High school dropouts the focus of new program
Published 8:48 pm Tuesday, April 28, 2009
Of the 551 members of the class of 2007 that entered the ninth grade in Chilton County’s public schools, just 436 — or 79 percent — entered the 12th grade, and even less received a diploma with their class.
That statistic was announced at a dropout prevention video-conference held at Chilton County High School Tuesday.
The video-conference, called Community Action: Linking Leaders (CALL), was conducted in the school’s distance learning lab and hosted by Dr. Robert Balfanz of the Center for Social Organization of Schools and John Hopkins University. CCHS was one of several locations around the state that joined in.
“We are going to target students in our community,” said Maplesville High School Principal Maggie Hicks, the meeting’s facilitator. “We are to come up with an action plan as to how we can help these students stay in school.”
More than 5,000 students left Alabama high schools in 2008 for numerous reasons, Alabama Deputy Assistant Superintendent of Education Dr. Tommy Bice said prior to introducing Balfanz. Balfanz pointed out four broad types of dropouts. The first group is affected by life events, such as work, marriage, children, or perhaps the need to care for an ill family member.
The second group is called “fade outs,” who convince themselves that they would be better served without a high school diploma.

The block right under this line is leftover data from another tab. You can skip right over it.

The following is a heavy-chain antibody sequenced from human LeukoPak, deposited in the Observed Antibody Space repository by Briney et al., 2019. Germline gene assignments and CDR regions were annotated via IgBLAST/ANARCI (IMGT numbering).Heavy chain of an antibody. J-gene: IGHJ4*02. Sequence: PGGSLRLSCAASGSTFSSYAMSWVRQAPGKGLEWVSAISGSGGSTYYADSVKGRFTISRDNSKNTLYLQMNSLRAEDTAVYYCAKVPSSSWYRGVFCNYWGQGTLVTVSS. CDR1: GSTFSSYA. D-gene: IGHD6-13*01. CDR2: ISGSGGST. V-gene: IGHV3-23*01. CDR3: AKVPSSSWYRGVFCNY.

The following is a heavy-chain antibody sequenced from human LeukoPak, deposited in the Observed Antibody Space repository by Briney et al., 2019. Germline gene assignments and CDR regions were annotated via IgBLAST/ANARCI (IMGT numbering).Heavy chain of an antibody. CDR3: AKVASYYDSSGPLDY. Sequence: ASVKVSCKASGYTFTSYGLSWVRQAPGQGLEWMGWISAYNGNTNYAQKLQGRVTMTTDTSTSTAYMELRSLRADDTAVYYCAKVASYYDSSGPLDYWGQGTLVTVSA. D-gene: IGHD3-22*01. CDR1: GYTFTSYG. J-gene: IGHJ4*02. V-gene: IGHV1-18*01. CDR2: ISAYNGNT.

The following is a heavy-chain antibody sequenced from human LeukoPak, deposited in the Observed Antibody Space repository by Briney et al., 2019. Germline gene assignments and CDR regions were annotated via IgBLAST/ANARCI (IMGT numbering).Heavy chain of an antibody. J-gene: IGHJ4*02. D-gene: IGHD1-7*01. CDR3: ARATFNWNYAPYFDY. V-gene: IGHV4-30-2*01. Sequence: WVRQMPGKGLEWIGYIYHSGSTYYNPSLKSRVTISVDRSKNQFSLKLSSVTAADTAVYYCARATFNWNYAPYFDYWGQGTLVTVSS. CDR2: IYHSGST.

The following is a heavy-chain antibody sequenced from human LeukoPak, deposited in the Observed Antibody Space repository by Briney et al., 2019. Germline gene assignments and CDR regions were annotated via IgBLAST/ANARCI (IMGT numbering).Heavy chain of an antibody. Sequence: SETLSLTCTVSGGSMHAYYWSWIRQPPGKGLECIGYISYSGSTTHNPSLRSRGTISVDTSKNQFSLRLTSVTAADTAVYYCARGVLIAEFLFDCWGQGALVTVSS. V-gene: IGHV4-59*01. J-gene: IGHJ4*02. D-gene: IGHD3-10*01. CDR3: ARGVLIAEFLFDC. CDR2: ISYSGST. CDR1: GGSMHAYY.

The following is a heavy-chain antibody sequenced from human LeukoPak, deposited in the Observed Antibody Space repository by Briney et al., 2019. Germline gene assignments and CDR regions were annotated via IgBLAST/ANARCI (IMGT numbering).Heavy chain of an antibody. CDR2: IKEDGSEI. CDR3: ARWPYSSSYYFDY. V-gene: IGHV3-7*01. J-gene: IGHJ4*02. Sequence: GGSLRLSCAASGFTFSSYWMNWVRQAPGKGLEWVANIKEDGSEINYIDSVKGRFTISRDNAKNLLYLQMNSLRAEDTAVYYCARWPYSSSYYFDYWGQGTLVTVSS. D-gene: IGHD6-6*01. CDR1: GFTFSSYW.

Then there are the “push outs,” who may be seen as a detriment to the school. They are constantly truant and disruptive, despite numerous attempts to change their behavior. Balfanz indicated this group is rare.
Finally, there are those who simply fail to succeed. These students struggle for quite a while, but eventually their resilience fades, as does their attendance.
Most of those at Chilton County attributed local dropouts to life events. Many groups were represented at the meeting, including school administrators, educators, counselors, pastors, law enforcement, chamber of commerce, department of human resources, medical personnel and business owners.
“It takes all these for the students to understand that there’s more than just schools that can help them succeed in life,” Chilton Co. Schools Technology Coordinator Mary Clyde Huff said.